The question of how long the ‘long tail’ of streaming is – and also how miserable it might be – has long been a subject for debate in the music industry. US analytics firm Alpha Data has some new figures to contribute, but they may not make reassuring reading for musicians lower down that tail.
Rolling Stone, which uses Alpha Data for its charts, has the story. “If you were to take the more than 1.6 million artists who released music to streaming services in the past year and a half and ranked them by their total streams, you’d find that the top 16,000 of those artists pulled in 90 percent of the streams,” it reported.
What’s more, the top 10% of artists – that’s 160,000 or so – accounted for 99.4% of those streams. Which means that more than 1.4 million artists are scrapping for 0.6% of streams. “Almost half of the artists analysed saw fewer than 100 streams,” added Rolling Stone.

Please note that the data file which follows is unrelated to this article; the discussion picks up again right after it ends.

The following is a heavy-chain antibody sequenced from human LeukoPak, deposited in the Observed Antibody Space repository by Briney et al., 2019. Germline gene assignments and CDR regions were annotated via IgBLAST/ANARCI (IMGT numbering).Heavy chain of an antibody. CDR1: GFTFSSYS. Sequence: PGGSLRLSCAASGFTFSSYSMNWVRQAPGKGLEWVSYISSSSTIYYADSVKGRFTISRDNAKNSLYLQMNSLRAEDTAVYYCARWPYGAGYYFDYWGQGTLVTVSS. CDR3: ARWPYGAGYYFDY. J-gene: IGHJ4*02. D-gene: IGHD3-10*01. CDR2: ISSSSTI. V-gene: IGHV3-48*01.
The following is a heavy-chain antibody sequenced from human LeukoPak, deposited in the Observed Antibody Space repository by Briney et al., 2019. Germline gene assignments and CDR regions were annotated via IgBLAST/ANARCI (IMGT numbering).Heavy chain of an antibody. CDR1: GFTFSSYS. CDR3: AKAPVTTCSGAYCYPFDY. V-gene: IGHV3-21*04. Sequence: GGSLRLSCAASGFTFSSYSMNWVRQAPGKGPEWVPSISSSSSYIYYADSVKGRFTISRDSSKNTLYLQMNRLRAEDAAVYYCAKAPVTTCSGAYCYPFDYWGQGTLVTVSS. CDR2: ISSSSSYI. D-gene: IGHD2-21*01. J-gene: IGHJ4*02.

This is useful data, and it chimes with Spotify’s recent announcement that 43,000 artists account for 90% of its streams. In March 2018 CEO Daniel Ek told investors that Spotify had three million artists on its platform. We don’t have an updated artists figure, but if it had stayed at three million, that would mean just over 1.4% accounted for 90% of Spotify streams. Assuming the number of artists has grown, it’ll be closer to Alpha Data’s 1% stat.
But of course, share of streams only tells part of the story: share of money – and how much of that money is left by the time it actually gets to the musicians – is the key to understanding how many artists are making a sustainable living from streams of their music.